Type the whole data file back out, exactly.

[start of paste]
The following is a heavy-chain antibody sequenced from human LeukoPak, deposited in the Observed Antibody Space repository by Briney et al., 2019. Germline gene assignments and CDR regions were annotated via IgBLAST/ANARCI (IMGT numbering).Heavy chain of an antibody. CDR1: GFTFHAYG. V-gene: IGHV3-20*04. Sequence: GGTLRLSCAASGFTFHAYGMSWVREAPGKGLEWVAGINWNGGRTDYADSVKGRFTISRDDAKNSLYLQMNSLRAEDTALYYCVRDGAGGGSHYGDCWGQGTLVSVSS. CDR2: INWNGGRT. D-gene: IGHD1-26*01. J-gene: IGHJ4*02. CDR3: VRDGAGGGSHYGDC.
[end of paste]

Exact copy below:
The following is a heavy-chain antibody sequenced from human LeukoPak, deposited in the Observed Antibody Space repository by Briney et al., 2019. Germline gene assignments and CDR regions were annotated via IgBLAST/ANARCI (IMGT numbering).Heavy chain of an antibody. CDR1: GFTFHAYG. V-gene: IGHV3-20*04. Sequence: GGTLRLSCAASGFTFHAYGMSWVREAPGKGLEWVAGINWNGGRTDYADSVKGRFTISRDDAKNSLYLQMNSLRAEDTALYYCVRDGAGGGSHYGDCWGQGTLVSVSS. CDR2: INWNGGRT. D-gene: IGHD1-26*01. J-gene: IGHJ4*02. CDR3: VRDGAGGGSHYGDC.